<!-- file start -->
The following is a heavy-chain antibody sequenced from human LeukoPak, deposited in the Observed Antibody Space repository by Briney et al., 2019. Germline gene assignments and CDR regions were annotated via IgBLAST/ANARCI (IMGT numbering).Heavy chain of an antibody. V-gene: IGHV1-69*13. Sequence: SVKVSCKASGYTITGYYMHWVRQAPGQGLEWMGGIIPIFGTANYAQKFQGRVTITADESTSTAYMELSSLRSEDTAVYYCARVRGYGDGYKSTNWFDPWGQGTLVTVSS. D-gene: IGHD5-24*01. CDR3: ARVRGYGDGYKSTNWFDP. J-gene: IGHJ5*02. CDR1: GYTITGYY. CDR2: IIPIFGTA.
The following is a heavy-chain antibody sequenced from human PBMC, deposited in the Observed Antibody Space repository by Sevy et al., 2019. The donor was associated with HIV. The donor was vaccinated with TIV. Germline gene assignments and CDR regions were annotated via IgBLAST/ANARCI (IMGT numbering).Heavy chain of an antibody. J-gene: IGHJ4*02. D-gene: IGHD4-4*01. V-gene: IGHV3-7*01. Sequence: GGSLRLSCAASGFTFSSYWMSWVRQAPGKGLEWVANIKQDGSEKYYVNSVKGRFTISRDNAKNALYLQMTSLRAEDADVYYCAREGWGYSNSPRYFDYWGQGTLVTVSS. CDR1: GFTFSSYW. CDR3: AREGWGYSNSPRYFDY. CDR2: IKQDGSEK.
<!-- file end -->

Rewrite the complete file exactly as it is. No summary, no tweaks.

The following is a heavy-chain antibody sequenced from human LeukoPak, deposited in the Observed Antibody Space repository by Briney et al., 2019. Germline gene assignments and CDR regions were annotated via IgBLAST/ANARCI (IMGT numbering).Heavy chain of an antibody. V-gene: IGHV1-69*13. Sequence: SVKVSCKASGYTITGYYMHWVRQAPGQGLEWMGGIIPIFGTANYAQKFQGRVTITADESTSTAYMELSSLRSEDTAVYYCARVRGYGDGYKSTNWFDPWGQGTLVTVSS. D-gene: IGHD5-24*01. CDR3: ARVRGYGDGYKSTNWFDP. J-gene: IGHJ5*02. CDR1: GYTITGYY. CDR2: IIPIFGTA.
The following is a heavy-chain antibody sequenced from human PBMC, deposited in the Observed Antibody Space repository by Sevy et al., 2019. The donor was associated with HIV. The donor was vaccinated with TIV. Germline gene assignments and CDR regions were annotated via IgBLAST/ANARCI (IMGT numbering).Heavy chain of an antibody. J-gene: IGHJ4*02. D-gene: IGHD4-4*01. V-gene: IGHV3-7*01. Sequence: GGSLRLSCAASGFTFSSYWMSWVRQAPGKGLEWVANIKQDGSEKYYVNSVKGRFTISRDNAKNALYLQMTSLRAEDADVYYCAREGWGYSNSPRYFDYWGQGTLVTVSS. CDR1: GFTFSSYW. CDR3: AREGWGYSNSPRYFDY. CDR2: IKQDGSEK.